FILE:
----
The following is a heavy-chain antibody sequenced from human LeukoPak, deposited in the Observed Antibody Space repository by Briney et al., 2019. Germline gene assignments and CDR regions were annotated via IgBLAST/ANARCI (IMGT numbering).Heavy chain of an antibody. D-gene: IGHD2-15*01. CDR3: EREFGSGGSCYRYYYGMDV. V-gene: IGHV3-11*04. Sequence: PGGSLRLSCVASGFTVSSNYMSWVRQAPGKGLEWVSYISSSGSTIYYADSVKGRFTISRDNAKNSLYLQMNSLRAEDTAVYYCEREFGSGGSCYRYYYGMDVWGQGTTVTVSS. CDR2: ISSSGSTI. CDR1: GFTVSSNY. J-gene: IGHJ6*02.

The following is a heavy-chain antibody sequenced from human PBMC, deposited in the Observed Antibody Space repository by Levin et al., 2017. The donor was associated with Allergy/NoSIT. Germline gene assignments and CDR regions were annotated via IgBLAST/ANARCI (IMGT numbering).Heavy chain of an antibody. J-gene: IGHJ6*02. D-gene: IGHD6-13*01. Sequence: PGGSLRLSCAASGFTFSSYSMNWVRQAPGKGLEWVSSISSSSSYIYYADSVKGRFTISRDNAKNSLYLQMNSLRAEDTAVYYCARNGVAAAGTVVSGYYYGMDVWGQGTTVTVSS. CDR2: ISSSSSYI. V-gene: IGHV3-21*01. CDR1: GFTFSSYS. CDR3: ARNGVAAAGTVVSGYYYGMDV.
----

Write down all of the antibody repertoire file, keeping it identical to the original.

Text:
The following is a heavy-chain antibody sequenced from human LeukoPak, deposited in the Observed Antibody Space repository by Briney et al., 2019. Germline gene assignments and CDR regions were annotated via IgBLAST/ANARCI (IMGT numbering).Heavy chain of an antibody. D-gene: IGHD2-15*01. CDR3: EREFGSGGSCYRYYYGMDV. V-gene: IGHV3-11*04. Sequence: PGGSLRLSCVASGFTVSSNYMSWVRQAPGKGLEWVSYISSSGSTIYYADSVKGRFTISRDNAKNSLYLQMNSLRAEDTAVYYCEREFGSGGSCYRYYYGMDVWGQGTTVTVSS. CDR2: ISSSGSTI. CDR1: GFTVSSNY. J-gene: IGHJ6*02.

The following is a heavy-chain antibody sequenced from human PBMC, deposited in the Observed Antibody Space repository by Levin et al., 2017. The donor was associated with Allergy/NoSIT. Germline gene assignments and CDR regions were annotated via IgBLAST/ANARCI (IMGT numbering).Heavy chain of an antibody. J-gene: IGHJ6*02. D-gene: IGHD6-13*01. Sequence: PGGSLRLSCAASGFTFSSYSMNWVRQAPGKGLEWVSSISSSSSYIYYADSVKGRFTISRDNAKNSLYLQMNSLRAEDTAVYYCARNGVAAAGTVVSGYYYGMDVWGQGTTVTVSS. CDR2: ISSSSSYI. V-gene: IGHV3-21*01. CDR1: GFTFSSYS. CDR3: ARNGVAAAGTVVSGYYYGMDV.